I’m a big fan of couchsurfing. If you’re not familiar with this idea, basically it is a network of people all around the world who are willing to host or meet up with travellers who come to their city. Sometimes this just involves meeting up for a coffee or a drink, others it involves having someone stay for several days at your home. The host doesn’t get money for having the surfer stay, and often helps organise trips and things for the traveller. Of course, it’s always nice for the surfer tor provide some kind of gift for the host; maybe a nice dinner, or cleaning the house, or a little present.

I have stayed with travellers and had travellers stay, and it’s been fantastic! However, as a traveller there are pros and cons for you to think about.


  • You can really see a country from the local perspective, not just the tourist’s perspective. This is probably my favourite thing about couchsurfing. It’s not really about free accommodation or having a tour guide, it’s about connecting people and cultures and allowing you to sort of stand in someone’s shoes for awhile. You will learn much more about a country and its people couchsurfing than you will in a hotel, or even a hostel.
  • It’s very budget-friendly. As I said above, CS isn’t just about free accommodation, it is about connecting people. However, it is obvious that this is a really budget-friendly option: you can stay for free, and often the host will drive you places or provide you with food, too (but don’t count on it). CS really does have the added benefit of being able to save you a lot of money.
  • It is very safe. Despite what your parents/neurotic friends might say, Couchsurfing really is incredibly safe. You correspond via the site’s messaging system and so all your plans are recorded. In addition, they have an excellent referencing system where other travellers can leave reviews or even “vouch” for particularly trustworthy hosts. Finally, if you’re super paranoid, you can choose only to stay with those who have been ‘verified’ – though even I’m not verified (it costs money – pah!) so you might miss out on a lot of hosts.
  • You’ll get to do activities you would otherwise not have known about. Couchsurfing in Montpellier, France, I was taken to an awesome wine festival that I didn’t even know was happening! Likewise, when I have couchsurfers in Adelaide, I love to take them to a tiny wildlife park that is not very well known and certainly not in any guide books!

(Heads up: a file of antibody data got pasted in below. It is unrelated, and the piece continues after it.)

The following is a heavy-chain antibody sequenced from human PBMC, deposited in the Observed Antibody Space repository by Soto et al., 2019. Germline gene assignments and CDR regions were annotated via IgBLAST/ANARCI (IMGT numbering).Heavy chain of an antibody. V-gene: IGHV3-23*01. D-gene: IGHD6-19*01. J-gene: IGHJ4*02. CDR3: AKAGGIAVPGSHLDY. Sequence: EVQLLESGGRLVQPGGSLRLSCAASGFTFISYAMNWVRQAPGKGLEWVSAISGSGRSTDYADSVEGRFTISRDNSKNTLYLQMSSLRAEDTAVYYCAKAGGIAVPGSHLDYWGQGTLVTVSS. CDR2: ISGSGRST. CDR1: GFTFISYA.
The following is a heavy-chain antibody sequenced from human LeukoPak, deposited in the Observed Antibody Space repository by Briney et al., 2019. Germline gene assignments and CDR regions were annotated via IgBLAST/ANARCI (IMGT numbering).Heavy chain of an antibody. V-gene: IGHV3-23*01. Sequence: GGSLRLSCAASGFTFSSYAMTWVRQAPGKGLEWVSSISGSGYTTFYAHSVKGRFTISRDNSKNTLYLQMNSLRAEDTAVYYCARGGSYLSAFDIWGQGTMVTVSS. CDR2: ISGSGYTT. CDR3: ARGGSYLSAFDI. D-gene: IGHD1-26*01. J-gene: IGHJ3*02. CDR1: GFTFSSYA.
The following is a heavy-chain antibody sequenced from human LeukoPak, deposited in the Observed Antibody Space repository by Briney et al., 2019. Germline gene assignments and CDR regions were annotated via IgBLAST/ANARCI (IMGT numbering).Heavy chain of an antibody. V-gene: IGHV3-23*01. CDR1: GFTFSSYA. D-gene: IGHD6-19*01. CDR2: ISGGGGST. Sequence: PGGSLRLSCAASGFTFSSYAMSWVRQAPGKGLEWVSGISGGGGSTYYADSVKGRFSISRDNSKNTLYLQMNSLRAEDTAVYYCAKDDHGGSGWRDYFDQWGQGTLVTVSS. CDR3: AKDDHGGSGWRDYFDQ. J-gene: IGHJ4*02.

• Lifelong friends are made on Couchsurfing. Of course it’s a cliche, but I have met some truly wonderful people through Couchsurfing. I have made incredible friends and had amazing conversations with people. I also have standing offers to stay in many, many cities and in fact am taking one of these up in January in Malaysia!


  • You have to be willing to ‘fit in’ with the host. Sometimes your host will get up really early when you want to sleep in. Sometime’s your host will work and ask you to stay out during the day. You really just have to be flexible and willing to fit in with these plans.
  • Couches aren’t that comfy. Of course, couchsurfing doesn’t always literally mean you are sleeping on a couch. However, often you will be sleeping on a pull-out or mattress. Beds are rare.
  • There’s little privacy. Sometime’s when you travel, especially if you’re introverted or in a couple, you just want some privacy and to be alone. This is basically impossible when Couchsurfing, and someone is nearly always there.
  • You might not get along with the host. The vast, vast majority of people I have met through Couchsurfing have been fantastic. However, that’s not true of every single one. Sometimes you may not get along that well with the host, or perhaps there will be a language barrier which can, depending on the person, be a bit awkward.
  • If you’re a lone female, you should be really picky about your host. I only stay with female hosts with lots of references. Some women might be perfectly happy to stay with male hosts, and that’s totally fine, but it’s not unheard of for men to crack on to their female surfers, which must be pretty darn awkward. In particular, avoid men who have selected ‘female’ as their preferred gender of couchsurfer. Why the heck would they do that unless they’re going to try to hit on you?

Image credit: Thanks to ponsulak/freedigitalphotos.net. Link: http://www.freedigitalphotos.net/images/view_photog.php?photogid=1983

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One Comment

  1. We are a family often traveling by chouchsurfing, and especially with kids it’s a great way to getting to know a country “from the inside”. I completely agree with you on all things mentioned. Our way of avoiding exhaustion by lack of privacy and our hosts’ schedules is to combine couchsurfing with hosteling every few days.

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